An Estimation of a Young Man

An Estimation of a Young Man

by James Blair, Prose Staff

It’s odd to see yourself expressed through someone else’s eyes. So rarely do we scrutinize ourselves in our entireties: we are so often focused on a singular aspect—an outsized nose, unruly eyebrows—that when somebody reconstructs us for our own subjective viewing, we are jarred to see what they emphasize and what they gloss.

Recently a friend drew me, in an attempt to distract from boredom. We were at work, in between busy periods, and she was occupying herself by sketching. I was roaming, amusing myself, and I walked past her, with her sketchbook in her lap and pens sprawled across the floor around her in a corona. When I walked by again, she called me into the room and presented a portrait, in multi-colored ink, of me.

She drew me from the neck up. My jawline was a defined trapezoid, and a tiny scribble denoted a distinct dimple in my chin. My lips were thin, with two pronounced triangles on their upper half, and a right angle marked the divot below my nose. My nose was a large teardrop, dominating the white space of my face, and two grape-sized circles marked my nostrils. My eyes were plain, beady dots, set off-center and asymmetrical from my nose. My eyebrows were thick straight lines across my forehead that almost connected to the slim ears framing my sharp cheeks. My hair was a mass of squiggles, falling down into my eyebrows and exploding from the sides and top into the blank space above my head.

“What do you think?” My friend asked.

What did I think? What could I think, other than that wasn’t me! But of course it wasn’t. The me of the mirror and the me of her sketchbook resembled each other, but neither were me. One was an approximation, stemming from the memory of an artist, and the other was an abstraction, defined by myself, a person who had long ceased to perceive the face in question.

Where my friend saw thick straight eyebrows, I saw unruly messes that collapsed in on my eye sockets and gave my face a somber air. Where she saw unremarkable earlobes bordering my hair, I see pronounced extensions. Where she sees a cleft chin, I see no such definition. Where she sees little space between my eyebrows and hairline, I see much.

But of course, she struck upon what I see, too. My nose, prominent, and my eyes, small and inset, she sees like I do. My thin lips and my curls, she sees too. Those features are proof that we started from the same figure, the same face peering back upon the recreation.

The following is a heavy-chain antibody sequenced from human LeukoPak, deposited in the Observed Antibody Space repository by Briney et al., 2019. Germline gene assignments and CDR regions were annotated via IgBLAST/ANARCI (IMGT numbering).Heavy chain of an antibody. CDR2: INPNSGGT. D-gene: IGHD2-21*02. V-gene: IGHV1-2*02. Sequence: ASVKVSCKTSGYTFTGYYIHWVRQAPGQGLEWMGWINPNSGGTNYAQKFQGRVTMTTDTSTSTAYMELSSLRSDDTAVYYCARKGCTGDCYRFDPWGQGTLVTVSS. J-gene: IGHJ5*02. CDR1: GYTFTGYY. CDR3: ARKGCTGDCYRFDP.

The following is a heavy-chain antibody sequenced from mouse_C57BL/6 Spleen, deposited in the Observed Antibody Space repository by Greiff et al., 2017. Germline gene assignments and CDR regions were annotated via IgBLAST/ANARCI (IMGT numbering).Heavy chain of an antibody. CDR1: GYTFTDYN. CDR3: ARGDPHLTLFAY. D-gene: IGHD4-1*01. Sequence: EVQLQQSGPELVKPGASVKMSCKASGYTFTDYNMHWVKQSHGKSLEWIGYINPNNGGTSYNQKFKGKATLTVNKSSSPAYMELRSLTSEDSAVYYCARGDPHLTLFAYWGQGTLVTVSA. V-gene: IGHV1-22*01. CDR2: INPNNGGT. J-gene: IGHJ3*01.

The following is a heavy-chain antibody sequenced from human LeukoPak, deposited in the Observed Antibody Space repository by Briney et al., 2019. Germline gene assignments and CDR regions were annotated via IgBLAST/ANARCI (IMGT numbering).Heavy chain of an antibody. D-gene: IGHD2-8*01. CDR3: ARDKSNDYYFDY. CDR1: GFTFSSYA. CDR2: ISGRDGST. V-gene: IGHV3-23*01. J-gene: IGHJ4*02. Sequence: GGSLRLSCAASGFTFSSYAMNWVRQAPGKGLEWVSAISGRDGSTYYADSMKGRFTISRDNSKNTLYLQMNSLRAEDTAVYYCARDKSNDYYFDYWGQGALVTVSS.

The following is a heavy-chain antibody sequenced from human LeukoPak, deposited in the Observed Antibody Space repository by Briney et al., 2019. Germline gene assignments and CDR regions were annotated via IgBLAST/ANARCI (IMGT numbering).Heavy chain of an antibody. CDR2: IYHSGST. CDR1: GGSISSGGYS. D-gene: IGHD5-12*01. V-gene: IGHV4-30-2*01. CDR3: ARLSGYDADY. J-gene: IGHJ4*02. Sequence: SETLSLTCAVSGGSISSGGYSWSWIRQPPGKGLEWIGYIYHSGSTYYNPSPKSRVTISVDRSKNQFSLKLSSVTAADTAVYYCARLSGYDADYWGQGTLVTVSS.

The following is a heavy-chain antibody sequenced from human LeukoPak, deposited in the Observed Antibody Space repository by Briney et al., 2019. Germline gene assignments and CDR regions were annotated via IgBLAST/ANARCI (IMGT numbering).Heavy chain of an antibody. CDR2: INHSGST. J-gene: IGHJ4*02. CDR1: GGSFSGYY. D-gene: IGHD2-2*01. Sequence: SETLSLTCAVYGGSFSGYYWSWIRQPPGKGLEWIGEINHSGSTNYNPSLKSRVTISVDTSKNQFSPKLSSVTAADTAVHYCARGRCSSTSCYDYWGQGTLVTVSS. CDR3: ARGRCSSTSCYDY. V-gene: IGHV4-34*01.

“Nice drawing,” I said. “Who’s it of?”

She grinned and lowered her sketchbook.

“Who should I draw next?” she asked.

“Whomever strikes your fancy.”

I sat next to her and stared out the door to the room. The door opened up into the main corridor, in which everybody flowed busily like airplanes humming along their routes. Plenty of people with different gaits, airs and tics. Plenty of interesting faces, with countless compelling features.

Now, taking time to really look at people, our similarities struck me. I looked out and saw hair of a few different colors, and faces, in a range of complexions, and a half-dozen eye colors. Small variations elsewhere, but nothing extraordinary.

For a brief moment, the sameness terrified me. I felt like I had abstracted too deeply and I was now looking out at a thousand identical beings. Worse, I imagined that they knew I had done so—that I had simplified them to a nameless horde. A mental image of them advancing on me materialized in my mind’s eye, and I silently clenched my fists until the thought resided.

I turned my mind’s eye to myself and I regarded my own facelessness. I thought about how, on some brighter days when I woke up early and cheerily, my eyes shone differently. Was I still myself on those days? Or was I not myself on latter days, when my eyes were darker and my skin more pallid?

Am I myself with inflamed skin? With chapped lips? With tousled hair and unkempt eyebrows? Perhaps not best to think about it. I closed my eyes, and my thoughts dissipated as my friend rose from the floor.

“Time to go?” I asked.

“Yep! If I sit in the Gordon wing, I might see a dog walking by to draw. Would you like to come and hold my pens for me?”

“No, I’ll pass.”

She chuckled and left. I remained, disquieted, numbering in my head all of the mirrored surfaces I might pass throughout the rest of the day and how I might best avoid them.

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The Vanderbilt Review 2020/21